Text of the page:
First published in 1982, and still going strong today with brand new stories, Love and Rockets was a groundbreaking work in the early days of the 1980's alt comics scene.
Drawn by an array of underground comix artists (including Robert Crumb and Spain Rodriguez), the series tells the story of Pekar's harried life and times.

Creating some of the best stories in comics history (I grew up loving these pre-saturation days mutants), as well as being the creator of some of the best characters in Marvel's gallery (Rogue, Psylocke, Kitty Pryde, Phoenix, Gambit, Sabretooth, are just some of the man's creations) gets this guy on any list worth reading. Gaiman, one of several Britons on this list, and a Hugo and Nebula award winner, was brought on by DC Comics, via their Vertigo imprint, to re-invent an old and forgotten character. Stan and Jack were the guiding forces behind the reinvention of the superhero comic book that ushered in the Silver Age of Comics.
She basically has a way of finding the humanity in dark stories, while at the same time, having enough dark stuff happen in her work that that humanity has to work to show itself.
Other characters came and went, as well, with Simone creation Jeannette being the other longest-lasting new addition).
She also did an intriguing series called The Movement about a group of underground, politically motivated heroes. She worked for years as a translator of Japenese and Korean comics before slowly but surely getting some assignments on Marvel, including some excellent turns on one-shots featuring Sif and Pepper Potts (the Pepper Potts one was particularly good).
In spite of all of the relaunches, revamps, and revisions going on throughout the year, you'll note that the consistent theme through most of our list is some of the up-and-coming but no longer quite new types who've made their way into comics. Slott kicks off our list by doing something very clever over the last year: he's somehow improved Peter Parker's life while simultaneously making it more complicated and deadly.
And with a couple of issues of the New 52 version of Aquaman out of the way, he's kind of making that happen with a sympathetic, occasionally funny take on Arthur Curry, Kind of Atlantis. Honestly, Casey's writing on the book is like nothing else on the shelves (even miles apart from some of the work that he's doing over at Marvel), and deserves to be checked out ASAP. The latter title, in particular, consistently delivers one of the most twisty and intriguing central mysteries of any book on shelves right now, with a pervasive sense of danger for both the lives and souls of its young cast. His American Vampire is one of the gory good reads of the last couple of years, while his New 52 work on Swamp Thing transforms what should feel like exposition-heavy work into the building blocks of a new mythology in the DCU.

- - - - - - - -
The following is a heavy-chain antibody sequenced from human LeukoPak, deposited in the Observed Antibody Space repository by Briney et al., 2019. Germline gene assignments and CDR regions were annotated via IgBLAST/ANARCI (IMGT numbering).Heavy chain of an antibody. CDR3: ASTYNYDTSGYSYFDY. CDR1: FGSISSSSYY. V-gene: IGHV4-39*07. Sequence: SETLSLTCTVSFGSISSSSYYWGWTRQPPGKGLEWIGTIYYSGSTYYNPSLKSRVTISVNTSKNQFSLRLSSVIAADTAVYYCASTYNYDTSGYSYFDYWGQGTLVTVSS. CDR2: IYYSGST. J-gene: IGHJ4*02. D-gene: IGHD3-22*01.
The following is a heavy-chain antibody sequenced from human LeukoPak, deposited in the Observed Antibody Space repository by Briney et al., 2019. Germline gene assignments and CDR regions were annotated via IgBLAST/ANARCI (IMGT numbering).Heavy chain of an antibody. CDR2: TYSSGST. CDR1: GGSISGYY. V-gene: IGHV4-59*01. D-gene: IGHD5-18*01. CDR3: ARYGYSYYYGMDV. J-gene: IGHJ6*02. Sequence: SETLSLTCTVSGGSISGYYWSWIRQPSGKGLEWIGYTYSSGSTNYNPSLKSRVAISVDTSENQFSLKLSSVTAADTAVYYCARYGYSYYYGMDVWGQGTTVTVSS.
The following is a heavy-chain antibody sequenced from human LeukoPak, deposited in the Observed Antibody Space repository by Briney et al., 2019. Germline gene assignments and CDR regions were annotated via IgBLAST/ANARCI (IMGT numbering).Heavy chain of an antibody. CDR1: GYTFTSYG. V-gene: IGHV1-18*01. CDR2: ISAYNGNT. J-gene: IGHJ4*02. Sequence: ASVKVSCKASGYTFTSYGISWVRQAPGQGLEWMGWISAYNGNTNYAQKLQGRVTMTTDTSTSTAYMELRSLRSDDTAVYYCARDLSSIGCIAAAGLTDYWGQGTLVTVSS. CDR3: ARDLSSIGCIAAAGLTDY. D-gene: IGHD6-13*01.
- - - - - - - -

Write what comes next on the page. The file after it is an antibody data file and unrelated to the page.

The recent "The Fury" miniseries places Hellboy right at the center of all of the many prophecies and doomsday scenarios that Mignola's overarching fiction has led to up to this point, delivering his red-skinned hero's patented mix of humor and pathos as everything goes pretty much to hell.
One of the brightest spots in Marvel's summer output, Gillen nailed the high-fantasy plot, planetary stakes, and humor--oh man, is this series funny--of a reincarnated trickster god trying to make right as the whole world starts going wrong. Simply put: Hill makes you care what happens to his characters before putting them through the wringer. First off, please allow me to mention the multitudes of talented comicbook writin' folks (both of the superhero and non superhero variety) that did not make the list. A love story to the punk movement of the day, as well as an extremely intricate comic book world. He did have a bit of a run-in with Shia LaBeouf recently, so maybe that will get his recognition up. Without these guys (Stan as writer and Jack as artist, and uncredited co-writer) there would be no Marvel Comics. Simone excels at character interactions and the driving force in the series was clearly the friendship between these three strong, independent women. Secret Six was perfect for this because it was ABOUT a group of supervillains working together as team, primarily Deadshot, Catman and Scandal Savage. DeConnick only slightly edged her out (although then her lead got a bit bigger after I went back through the votes and picked up all the various ways people misspelled DeConnick). From his new gig at Horizon Labs, to his positions on both the Avengers and FF, as well as occasional teaching duties at Fort Hammond, Spider-Man was busy in 2011.